China’s central bank cut its short-term lending rate for the first time in four years on Monday, signalling the start of a new easing cycle as Beijing becomes increasingly concerned over slowing economic growth.
The People’s Bank of China said on Monday that it would lower the seven-day reverse repurchase rate from 2.55 per cent to 2.5 per cent.
Economists noted that the slight adjustment to the rate, which had not been lowered since 2015, was a sign that China’s policymakers had moved into a new easing cycle as the trade war with the US had begun to hurt businesses and lower the outlook for growth.
“No matter what the current benchmark rate is, China is clearly entering a new rate-cutting cycle and more cuts lie ahead,” Larry Hu, head of greater China economics at Macquarie Group, said in a note to investors.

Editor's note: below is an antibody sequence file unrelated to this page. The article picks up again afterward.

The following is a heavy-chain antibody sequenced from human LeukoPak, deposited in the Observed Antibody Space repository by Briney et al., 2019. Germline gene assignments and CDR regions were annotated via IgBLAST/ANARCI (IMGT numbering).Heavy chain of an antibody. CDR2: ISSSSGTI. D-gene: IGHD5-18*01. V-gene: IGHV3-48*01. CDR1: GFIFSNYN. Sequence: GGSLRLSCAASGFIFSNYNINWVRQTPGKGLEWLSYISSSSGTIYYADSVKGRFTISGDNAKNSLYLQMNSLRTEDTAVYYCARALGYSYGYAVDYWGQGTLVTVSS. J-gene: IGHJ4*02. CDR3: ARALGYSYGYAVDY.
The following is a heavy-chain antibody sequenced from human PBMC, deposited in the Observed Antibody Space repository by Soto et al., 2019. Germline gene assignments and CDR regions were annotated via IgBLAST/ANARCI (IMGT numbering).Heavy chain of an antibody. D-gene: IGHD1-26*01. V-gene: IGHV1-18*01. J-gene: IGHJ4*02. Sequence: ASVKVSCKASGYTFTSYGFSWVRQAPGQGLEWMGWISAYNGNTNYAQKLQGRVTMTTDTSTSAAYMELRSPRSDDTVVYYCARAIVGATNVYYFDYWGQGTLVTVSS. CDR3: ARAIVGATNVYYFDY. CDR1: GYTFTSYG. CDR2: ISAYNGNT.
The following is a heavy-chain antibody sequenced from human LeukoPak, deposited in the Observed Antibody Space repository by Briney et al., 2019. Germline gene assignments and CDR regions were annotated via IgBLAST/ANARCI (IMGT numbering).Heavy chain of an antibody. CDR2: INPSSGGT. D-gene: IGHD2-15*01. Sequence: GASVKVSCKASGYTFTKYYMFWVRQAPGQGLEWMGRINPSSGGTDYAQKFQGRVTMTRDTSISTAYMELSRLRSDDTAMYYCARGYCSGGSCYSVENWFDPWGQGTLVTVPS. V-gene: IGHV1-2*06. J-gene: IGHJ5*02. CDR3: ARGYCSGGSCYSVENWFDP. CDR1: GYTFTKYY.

However, Mr Hu warned that such rate cuts would not be effective in stimulating demand for credit, an essential ingredient to bolster real growth. “Like the case in 2012 and 2015, cutting rates could only do so much to boost credit demand,” he said.
Over the course of this year, access to credit in the country has remained tight and the domestic economic environment has continued to darken. Official statistics show gross domestic product growth is now touching a near 30-year low at about 6 per cent — an enviable rate for most large economies but a challenge for China as it comes off of decades of much higher, debt-fuelled growth.
The central bank has…